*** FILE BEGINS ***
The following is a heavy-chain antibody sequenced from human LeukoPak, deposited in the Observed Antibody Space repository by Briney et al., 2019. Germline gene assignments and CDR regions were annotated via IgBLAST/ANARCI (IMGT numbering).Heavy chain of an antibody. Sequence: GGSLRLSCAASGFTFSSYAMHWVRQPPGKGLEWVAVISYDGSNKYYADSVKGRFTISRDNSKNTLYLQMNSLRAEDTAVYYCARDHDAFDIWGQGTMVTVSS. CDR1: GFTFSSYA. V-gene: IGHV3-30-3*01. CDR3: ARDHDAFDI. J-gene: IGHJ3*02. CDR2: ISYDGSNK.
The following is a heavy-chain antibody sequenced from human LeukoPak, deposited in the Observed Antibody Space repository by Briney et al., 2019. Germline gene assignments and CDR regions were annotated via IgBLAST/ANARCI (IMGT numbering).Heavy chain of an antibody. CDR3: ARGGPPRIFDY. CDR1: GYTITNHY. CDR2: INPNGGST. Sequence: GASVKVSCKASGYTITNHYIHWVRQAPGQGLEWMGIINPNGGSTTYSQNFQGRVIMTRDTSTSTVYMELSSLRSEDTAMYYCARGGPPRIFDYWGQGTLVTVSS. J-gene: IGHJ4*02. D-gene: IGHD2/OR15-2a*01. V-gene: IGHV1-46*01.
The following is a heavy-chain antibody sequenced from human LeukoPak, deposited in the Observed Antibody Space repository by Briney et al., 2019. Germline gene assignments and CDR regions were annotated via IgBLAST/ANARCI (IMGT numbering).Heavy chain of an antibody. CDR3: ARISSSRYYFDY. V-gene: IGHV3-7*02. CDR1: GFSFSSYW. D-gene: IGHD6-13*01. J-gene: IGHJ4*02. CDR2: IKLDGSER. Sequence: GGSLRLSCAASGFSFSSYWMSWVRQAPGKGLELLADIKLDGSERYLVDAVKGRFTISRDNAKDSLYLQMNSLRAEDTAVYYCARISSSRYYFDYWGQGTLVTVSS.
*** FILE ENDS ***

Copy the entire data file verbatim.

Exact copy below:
The following is a heavy-chain antibody sequenced from human LeukoPak, deposited in the Observed Antibody Space repository by Briney et al., 2019. Germline gene assignments and CDR regions were annotated via IgBLAST/ANARCI (IMGT numbering).Heavy chain of an antibody. Sequence: GGSLRLSCAASGFTFSSYAMHWVRQPPGKGLEWVAVISYDGSNKYYADSVKGRFTISRDNSKNTLYLQMNSLRAEDTAVYYCARDHDAFDIWGQGTMVTVSS. CDR1: GFTFSSYA. V-gene: IGHV3-30-3*01. CDR3: ARDHDAFDI. J-gene: IGHJ3*02. CDR2: ISYDGSNK.
The following is a heavy-chain antibody sequenced from human LeukoPak, deposited in the Observed Antibody Space repository by Briney et al., 2019. Germline gene assignments and CDR regions were annotated via IgBLAST/ANARCI (IMGT numbering).Heavy chain of an antibody. CDR3: ARGGPPRIFDY. CDR1: GYTITNHY. CDR2: INPNGGST. Sequence: GASVKVSCKASGYTITNHYIHWVRQAPGQGLEWMGIINPNGGSTTYSQNFQGRVIMTRDTSTSTVYMELSSLRSEDTAMYYCARGGPPRIFDYWGQGTLVTVSS. J-gene: IGHJ4*02. D-gene: IGHD2/OR15-2a*01. V-gene: IGHV1-46*01.
The following is a heavy-chain antibody sequenced from human LeukoPak, deposited in the Observed Antibody Space repository by Briney et al., 2019. Germline gene assignments and CDR regions were annotated via IgBLAST/ANARCI (IMGT numbering).Heavy chain of an antibody. CDR3: ARISSSRYYFDY. V-gene: IGHV3-7*02. CDR1: GFSFSSYW. D-gene: IGHD6-13*01. J-gene: IGHJ4*02. CDR2: IKLDGSER. Sequence: GGSLRLSCAASGFSFSSYWMSWVRQAPGKGLELLADIKLDGSERYLVDAVKGRFTISRDNAKDSLYLQMNSLRAEDTAVYYCARISSSRYYFDYWGQGTLVTVSS.